Academic journal article Contemporary Nurse : a Journal for the Australian Nursing Profession

The Need for Continuous Education in the Prevention of Needlestick Injuries

Academic journal article Contemporary Nurse : a Journal for the Australian Nursing Profession

The Need for Continuous Education in the Prevention of Needlestick Injuries

Article excerpt


Needlestick injuries (NSI) have been a concern for health professionals due to the risk of contracting blood borne diseases. Despite all attempts to minimise harm, injuries still occur as needles and syringes are still commonly used in health care settings. In a recent publication the authors mentioned the possibility that in Europe up to 1.2 million NSI happen per year (Berufgenossenschaftfür Gesundheitsdienst und Wohlfahrtpflege [The Mutual Indemnity Association for Health Services and Social Care], 2010). These could lead to infections such as Hepatitis or Aids. In order to prevent or minimize the risk of infection, many safety devices have been invented. Making the usage of needles safer can range from policies and procedures, to devices that physically destroy the needles. Some of the more recent inventions include, for instance, retractable needles. A recent poll by the Royal College of Nurses (RCN, November 2008) reveals that 96% of nurses in the UK use needles in their daily practice and 48% have been injured by a needle or sharp. This suggests, amongst other, that employer policies on NSI are inadequate. As a result the RCN is calling for safer needle devices to become mandatory (Snow, 2008). In March 2010, the European Council published guidelines (2010/32/EU) to prevent NSI, as well as injuries using sharps (Berufgenossenschaftfür Gesundheitsdienst und Wohlfahrtpflege, 2010).


In New Zealand most District Health Boards have policies and procedures in place to reduce the risk of NSI. However due to the independent nature, variability in size and context of private practices and Public Health Organisations (PHO), this may not always be the case for community and practice nurses working in these settings. This was also found by Shah, Bonauto, Silverstein, and Foley (2005) who believed that health care workers working in non-hospital settings are more at risk of NSI and few studies have been done to document the problem.

As a professional group, nurses accounted for the largest proportion (29%) of health care workers involved in NSI. Nurses are known to be a high-risk group for needlestick and sharp injuries and blood-borne pathogens are easily transmitted through such injuries (Chalupka, Markkanen, Galligan, & Quinn, 2008; Smith & Leggat, 2005). Mark et al. (2007) quoted the American Nurses Association (2003) on hospital nurses having the highest rates of work-related injuries, with back injuries and NSI occurring most often. The authors further quoted studies on nurses reporting NSI, which are most alarming. A small scale study (Inviro Medical, 2006) was cited where 64% of the respondents reported being stuck by a needle while working, 47% of those reported injuries through contaminated needles, and 47% also reported being stuck more than once by clean and contaminated needles (Mark et al., 2007). However, the Nursing Standard recently cited research by the UK Health Protection Agency as revealing that for the first time, doctors and dentists are reporting more NSI than nurses (Anonymous, 2008).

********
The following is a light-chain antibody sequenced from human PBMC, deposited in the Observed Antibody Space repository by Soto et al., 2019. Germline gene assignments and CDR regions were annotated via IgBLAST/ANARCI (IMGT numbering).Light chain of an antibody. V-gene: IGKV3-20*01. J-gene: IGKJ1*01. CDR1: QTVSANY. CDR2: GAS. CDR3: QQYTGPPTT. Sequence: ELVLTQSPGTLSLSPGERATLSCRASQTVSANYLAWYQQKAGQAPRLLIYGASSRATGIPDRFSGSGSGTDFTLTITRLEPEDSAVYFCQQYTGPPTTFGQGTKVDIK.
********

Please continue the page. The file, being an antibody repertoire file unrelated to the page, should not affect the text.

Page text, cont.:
Zafar et al. (2009) specifically referred to the risk of contracting blood-borne infections through NSI. The authors quoted the global figures for blood-borne infections, with 16,000 HCV and 66,000 HBV infections being the highest figures, and 1,000 HIV infections being reported. These figures demonstrate the urgent need for needlestick injury preventive measures. Even though blood borne pathogens such as HIV and hepatitis B and C are commonly associated with NSI, Jagger (2008) suggested that almost anything contaminating a needle poses a risk to a health care worker. Safety measures to prevent NSI include avoiding recapping needles, bending or breaking needles, removing needles from disposable syringes and the use of safe disposal containers (Friese, Bonnie, & Boness, 2008), and yet Sharma, Rasania, Verma, and Singh (2010) specifically reported that the most common cause of NSI in a large tertiary care hospital in Delhi, India, is recapping of needles. …

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